Because of problem number 1, the student is often too quick to decide whether a martial art is right or not for him, before truly experiencing it. Because of problem number 2, the student will tend to have a disproportional response to his successes and failures in training. Put in other words – people today lack good body constitution and self-awareness of body and mind. This makes the challenge for martial arts teachers greater than before.

To make Flow work with the students we need to change our mindset. We have to decide and believe that the student, albeit being a novice, can genuinely reach flow or near-flow experiences, if we provide him or her the right conditions for it. Also, we have to realize something else which is very important: While it is true that we want only the best and most appropriate people as our students, going to extremes will not necessarily help us get these people. Just look at what I have written in the previous paragraphs. Most people are not ready for real martial arts training when they come at our doorstep. Neither should we expect them to be ready. We should make them so. By learning to accommodate our teachings to many types of people, over time a significant number of students will evolve their body and mind, changing their attitudes and seriousness about training. Were we to go by ‘only winners’ or ‘only losers’ approach, then we shall get very few winners (if at all) to remain after 5, 10 or 20 years of teaching, or rather thousands of students who came and went without many or any to carry on what we do at a decent level.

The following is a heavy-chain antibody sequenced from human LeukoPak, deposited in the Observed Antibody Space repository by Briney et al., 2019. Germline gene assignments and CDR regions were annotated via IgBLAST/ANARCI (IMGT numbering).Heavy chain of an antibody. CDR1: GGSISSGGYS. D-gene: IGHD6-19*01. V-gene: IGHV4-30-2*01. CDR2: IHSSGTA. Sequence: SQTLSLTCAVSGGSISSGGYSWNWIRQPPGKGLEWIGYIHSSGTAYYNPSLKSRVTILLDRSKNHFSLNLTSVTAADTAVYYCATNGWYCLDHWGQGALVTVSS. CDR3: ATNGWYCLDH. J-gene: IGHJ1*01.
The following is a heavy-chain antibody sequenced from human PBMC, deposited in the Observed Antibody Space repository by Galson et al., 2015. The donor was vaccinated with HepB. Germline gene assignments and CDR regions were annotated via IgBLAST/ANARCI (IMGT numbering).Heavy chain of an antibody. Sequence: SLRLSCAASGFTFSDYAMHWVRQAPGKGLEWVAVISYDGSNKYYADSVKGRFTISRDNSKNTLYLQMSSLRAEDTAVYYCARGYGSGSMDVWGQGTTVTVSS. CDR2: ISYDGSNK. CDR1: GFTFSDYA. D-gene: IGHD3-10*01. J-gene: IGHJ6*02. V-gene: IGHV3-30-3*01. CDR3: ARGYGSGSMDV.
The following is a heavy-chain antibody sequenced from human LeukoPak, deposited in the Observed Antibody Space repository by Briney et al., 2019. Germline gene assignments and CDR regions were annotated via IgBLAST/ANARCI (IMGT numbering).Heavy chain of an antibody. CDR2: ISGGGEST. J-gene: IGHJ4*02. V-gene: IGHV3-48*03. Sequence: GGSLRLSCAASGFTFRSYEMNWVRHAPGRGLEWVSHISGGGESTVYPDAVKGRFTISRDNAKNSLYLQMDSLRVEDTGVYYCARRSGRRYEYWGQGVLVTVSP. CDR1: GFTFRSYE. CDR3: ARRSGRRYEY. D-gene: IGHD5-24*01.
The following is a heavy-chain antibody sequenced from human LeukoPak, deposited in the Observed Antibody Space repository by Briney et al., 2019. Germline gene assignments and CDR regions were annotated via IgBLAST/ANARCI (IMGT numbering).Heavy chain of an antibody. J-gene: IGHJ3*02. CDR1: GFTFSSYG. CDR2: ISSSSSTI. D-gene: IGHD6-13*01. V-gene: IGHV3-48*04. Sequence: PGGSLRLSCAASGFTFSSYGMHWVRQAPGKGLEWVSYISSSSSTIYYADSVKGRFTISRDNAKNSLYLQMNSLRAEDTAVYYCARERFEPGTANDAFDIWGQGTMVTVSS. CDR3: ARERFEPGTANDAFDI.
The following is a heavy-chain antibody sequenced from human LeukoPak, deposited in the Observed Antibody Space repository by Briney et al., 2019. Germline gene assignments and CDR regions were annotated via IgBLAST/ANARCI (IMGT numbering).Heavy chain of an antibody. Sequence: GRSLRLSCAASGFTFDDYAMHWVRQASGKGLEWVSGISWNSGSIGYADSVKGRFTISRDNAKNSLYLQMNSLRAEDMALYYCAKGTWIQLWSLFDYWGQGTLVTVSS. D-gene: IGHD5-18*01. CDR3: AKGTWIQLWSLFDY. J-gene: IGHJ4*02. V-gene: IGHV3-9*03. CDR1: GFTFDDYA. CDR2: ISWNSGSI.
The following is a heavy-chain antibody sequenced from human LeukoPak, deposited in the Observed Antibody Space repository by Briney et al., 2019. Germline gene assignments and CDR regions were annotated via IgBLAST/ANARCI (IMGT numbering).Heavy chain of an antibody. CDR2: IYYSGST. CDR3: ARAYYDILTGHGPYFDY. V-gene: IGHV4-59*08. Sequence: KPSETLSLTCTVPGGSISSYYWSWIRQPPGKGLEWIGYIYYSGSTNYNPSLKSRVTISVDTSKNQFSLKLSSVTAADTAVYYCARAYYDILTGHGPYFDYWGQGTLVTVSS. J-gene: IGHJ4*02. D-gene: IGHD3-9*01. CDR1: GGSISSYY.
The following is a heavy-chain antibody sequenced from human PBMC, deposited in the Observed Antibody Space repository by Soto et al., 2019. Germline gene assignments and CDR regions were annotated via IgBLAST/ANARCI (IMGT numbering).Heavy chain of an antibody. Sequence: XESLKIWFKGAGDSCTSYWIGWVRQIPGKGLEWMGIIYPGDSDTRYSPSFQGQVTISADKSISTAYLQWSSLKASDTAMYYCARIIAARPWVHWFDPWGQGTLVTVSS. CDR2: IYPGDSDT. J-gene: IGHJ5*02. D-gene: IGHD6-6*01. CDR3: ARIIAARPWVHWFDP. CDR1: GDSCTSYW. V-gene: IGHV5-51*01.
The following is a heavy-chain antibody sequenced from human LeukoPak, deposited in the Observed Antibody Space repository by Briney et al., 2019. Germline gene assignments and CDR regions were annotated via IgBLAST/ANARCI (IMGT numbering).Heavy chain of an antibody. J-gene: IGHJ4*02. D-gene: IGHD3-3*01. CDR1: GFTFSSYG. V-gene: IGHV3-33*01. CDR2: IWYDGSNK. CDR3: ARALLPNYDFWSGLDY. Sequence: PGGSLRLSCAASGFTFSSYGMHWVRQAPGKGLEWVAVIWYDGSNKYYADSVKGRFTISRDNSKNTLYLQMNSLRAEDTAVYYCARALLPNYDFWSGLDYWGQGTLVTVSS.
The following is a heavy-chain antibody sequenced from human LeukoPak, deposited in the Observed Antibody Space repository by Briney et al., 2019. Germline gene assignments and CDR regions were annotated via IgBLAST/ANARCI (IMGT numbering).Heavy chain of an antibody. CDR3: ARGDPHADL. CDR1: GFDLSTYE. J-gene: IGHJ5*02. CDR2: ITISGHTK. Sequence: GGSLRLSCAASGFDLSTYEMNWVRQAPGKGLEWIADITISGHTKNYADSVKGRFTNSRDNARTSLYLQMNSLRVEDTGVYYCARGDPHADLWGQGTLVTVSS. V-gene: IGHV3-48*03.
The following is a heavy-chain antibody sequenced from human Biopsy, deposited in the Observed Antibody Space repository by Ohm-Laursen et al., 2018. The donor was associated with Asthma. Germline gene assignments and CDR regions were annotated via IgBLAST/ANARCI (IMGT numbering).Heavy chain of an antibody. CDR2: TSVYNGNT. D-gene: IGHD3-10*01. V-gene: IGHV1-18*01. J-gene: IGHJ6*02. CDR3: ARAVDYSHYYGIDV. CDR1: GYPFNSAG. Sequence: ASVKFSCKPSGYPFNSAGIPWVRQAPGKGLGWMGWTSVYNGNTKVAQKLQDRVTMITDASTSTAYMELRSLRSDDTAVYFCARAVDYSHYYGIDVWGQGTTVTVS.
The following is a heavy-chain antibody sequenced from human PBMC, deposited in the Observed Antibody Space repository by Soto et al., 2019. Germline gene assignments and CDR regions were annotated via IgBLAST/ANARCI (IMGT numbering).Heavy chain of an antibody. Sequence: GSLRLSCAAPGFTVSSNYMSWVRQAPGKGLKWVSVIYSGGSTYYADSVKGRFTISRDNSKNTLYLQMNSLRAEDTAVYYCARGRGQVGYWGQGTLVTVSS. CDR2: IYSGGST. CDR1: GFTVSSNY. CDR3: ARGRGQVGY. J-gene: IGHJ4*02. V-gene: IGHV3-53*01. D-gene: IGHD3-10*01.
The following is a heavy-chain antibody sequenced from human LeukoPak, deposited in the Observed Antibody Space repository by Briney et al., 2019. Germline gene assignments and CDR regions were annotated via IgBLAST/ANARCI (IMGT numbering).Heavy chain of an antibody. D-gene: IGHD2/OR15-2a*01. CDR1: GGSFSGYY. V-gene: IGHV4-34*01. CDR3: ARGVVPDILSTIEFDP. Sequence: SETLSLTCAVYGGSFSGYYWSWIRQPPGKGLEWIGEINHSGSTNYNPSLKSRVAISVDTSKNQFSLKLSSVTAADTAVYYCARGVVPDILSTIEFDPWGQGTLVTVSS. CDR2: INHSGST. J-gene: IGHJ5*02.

Coming from a background teaching the traditional Chinese martial arts, I would like to address the appropriate solutions for the more Yang-inclined schools – those in which the teachers tend to expect a hard-working mentality from the get-go.             
The most common problem I see today in such schools is that the curriculum is simply not well made for modern society. Often the curriculum itself is excellent, but it begins at too advanced a level, physically and mentally. The curriculum of such arts often assumes a population of students which has been doing tough physical labour, often in fields, from early age. This is not where we are at today. This was well understood by pioneers in Okinawan Karate during the 20th century, who were wise to accommodate for the problem by creating many kata to be taught even before the ‘beginner’ parts of the curriculum. This pre-beginner direction is the way to go. It allows a student to be challenged, but not too challenged, and then when this becomes easy, he or she can begin training the ’real’ art. Actually, it is often stated in Okinawan Karate and other arts, that true training beings with the first black belt. This is exactly because, everything before that was simply beginner-friendly material. Sadly, for Okinawan Karate and Japanese Karate, that experiment also failed miserably in many schools in which the beginner mentality was preserved in the long-run, and people could never get past that stage of training, even when they ‘earned’ their black belts.

But the undertones of this approach are valid. The teacher needs to create a version of the curriculum that suits the physicality and mentality of the student, and then from it slowly increase the intensity and difficulty until the ‘real training’ can begin. In this manner, the student can experience Flow or near-flow states, by keeping the practice challenging and difficult, but not too much. But where stands the limit between making it easier, and prostituting one’s art to accommodate for a student’s needs? From my personal perspective, I believe you can determine the limit by asking several questions: